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The Fulcrum

New Report: Congress' Approach to Public Engagement Stuck in 1970s

Editor's Note: This article originally appeared on The Fulcrum and has been republished with permission from the publisher.

Ineffective communication between members of Congress and their constituents has led to a breakdown in trust in government and democratic institutions, a recent report found.

Lawmakers are inundated with constituent messages every day, but they lack the resources and training for how to respond effectively. As a result, most Americans do not feel heard by their representatives and have become disillusioned with politics, according to the Congressional Management Foundation's latest report, "The Future of Citizen Engagement: Rebuilding the Democratic Dialogue."

The 48-page report, released Wednesday, analyzes these communication problems and offers guidance for how to improve engagement between representatives and constituents.

Congress' approach to communicating with the public is stuck in the 1970s, said Bradford Fitch, president and CEO of CMF.

"Few offices are rethinking their engagement with constituents to facilitate inclusive opportunities to invite constituents to contribute substantively to public policy," he said. "Congress needs to change its thinking and goals — engage in a paradigm shift from just 'answering the mail' to building trust in our democratic institutions."

One of the main factors contributing to this issue is the fact that members of Congress receive more communications from constituents now than ever before, but they lack the staff and budget to keep up with it.

While House members are allowed to have up to 18 staff members, most have fewer because their budgets of $1.5 million cannot support 18 salaries. (Not to mention the low pay many congressional staffers receive due to these budget constraints, although Speaker Nancy Pelosi recently raised the cap on staff salaries and Democrats have proposed a corresponding budget increase to make that possible.) Senators do not have limits on the number of staffers they can employ, but most have between 35 and 70, depending on their budget.

And over the years, the number of constituents each lawmaker represents has grown significantly. As of 2020, each House member had an average of 761,000 constituents — three times the amount when the number of representatives was frozen at 435 during the Taft administration. Additionally, Senators represent as little as 580,000 citizens (in the least populous state, Wyoming) to as many as 40 million people (California).

Recent technological innovations have contributed to the increase in messages lawmakers receive. However, Congress has been slow to embrace new technology, and the tools representatives do use often turn contact from constituents into data points, rather than substantive engagements.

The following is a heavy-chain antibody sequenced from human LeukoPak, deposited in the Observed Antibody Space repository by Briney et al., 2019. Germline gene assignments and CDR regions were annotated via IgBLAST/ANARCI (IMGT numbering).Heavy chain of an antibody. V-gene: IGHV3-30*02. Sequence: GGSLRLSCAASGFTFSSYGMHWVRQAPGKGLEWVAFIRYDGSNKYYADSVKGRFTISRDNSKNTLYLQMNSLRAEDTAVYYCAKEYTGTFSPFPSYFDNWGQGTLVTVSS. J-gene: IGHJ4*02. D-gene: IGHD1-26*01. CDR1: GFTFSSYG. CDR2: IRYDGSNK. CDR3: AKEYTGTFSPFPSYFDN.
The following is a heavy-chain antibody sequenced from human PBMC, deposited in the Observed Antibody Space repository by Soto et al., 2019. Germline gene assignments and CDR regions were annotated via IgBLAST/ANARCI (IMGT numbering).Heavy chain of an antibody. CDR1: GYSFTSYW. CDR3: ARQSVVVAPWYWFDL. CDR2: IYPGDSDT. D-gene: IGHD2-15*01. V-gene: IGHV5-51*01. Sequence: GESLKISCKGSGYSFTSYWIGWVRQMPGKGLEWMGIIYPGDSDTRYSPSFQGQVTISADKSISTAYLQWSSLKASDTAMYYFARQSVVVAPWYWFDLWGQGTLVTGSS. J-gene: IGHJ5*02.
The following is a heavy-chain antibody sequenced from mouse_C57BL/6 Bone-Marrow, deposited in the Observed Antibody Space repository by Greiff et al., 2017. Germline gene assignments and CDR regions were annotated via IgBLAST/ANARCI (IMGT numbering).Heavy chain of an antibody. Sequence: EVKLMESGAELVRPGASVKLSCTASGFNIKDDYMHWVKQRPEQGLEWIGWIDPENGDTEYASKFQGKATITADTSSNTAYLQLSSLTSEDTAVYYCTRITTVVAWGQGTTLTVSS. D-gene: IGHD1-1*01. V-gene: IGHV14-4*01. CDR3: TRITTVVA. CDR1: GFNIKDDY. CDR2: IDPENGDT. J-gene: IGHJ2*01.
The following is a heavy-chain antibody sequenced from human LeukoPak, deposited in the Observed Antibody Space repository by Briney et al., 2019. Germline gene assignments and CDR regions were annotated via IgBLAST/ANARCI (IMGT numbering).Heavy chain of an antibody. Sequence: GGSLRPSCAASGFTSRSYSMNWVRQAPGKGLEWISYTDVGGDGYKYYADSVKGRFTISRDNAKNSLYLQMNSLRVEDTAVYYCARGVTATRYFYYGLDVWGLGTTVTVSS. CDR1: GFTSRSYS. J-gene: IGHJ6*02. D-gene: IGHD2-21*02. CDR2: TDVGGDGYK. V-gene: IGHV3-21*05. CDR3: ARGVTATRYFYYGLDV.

As a result, everyday citizens do not feel heard by Congress, nor do they believe the government is working in their best interest. Nine in 10 Americans believe the government is run by a few big interests looking out for themselves, rather than for the benefit of all people. By comparison, in the 1960s, two-thirds of Americans felt the government was run for the benefit of all people.

Trust in government has also declined since the 1960s, when three-quarters of people said they trusted the government to do what's right "just about always or most of the time." In 2018, less than one-fifth of Americans said the same.

"Practices by both the public and Congress have led to the relationship between Congress and the People being viewed as purely transactional, not the robust, substantive democratic engagement envisioned for a modern democratic republic," the report says.

To help rebuild a foundation for effective communication between members of Congress and their constituents, CMF recommends following these 10 principles:

  1. Congressional engagement should foster trust in members, Congress and democracy.
  2. Congress should robustly embrace and facilitate Americans' First Amendment rights.
  3. Congress must robustly collect, aggregate and analyze meaningful knowledge from diverse sources.
  4. Senators and representatives should strive to engage with a diverse sample of their constituents, not just those who vote for them or seek to influence them.
  5. Congress should provide additional and diverse avenues for public participation.
  6. Congressional engagement should promote accessibility for all.
  7. While individual members should prioritize engagement with their own constituents, Congress should develop additional venues for public policy participation and engagement.
  8. Constituents should be honest and transparent in their engagement with Congress.
  9. Constituent advocacy must prioritize content and quality over medium and quantity.
  10. Input from the public should be integrated with other sources of information for Congress to make good public policy decisions.
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About the Author

Sara Swann

Sara Swann is a staff writer for The Fulcrum, where she reports on big money in politics, gerrymandering, voting rights and other democracy reform issues.

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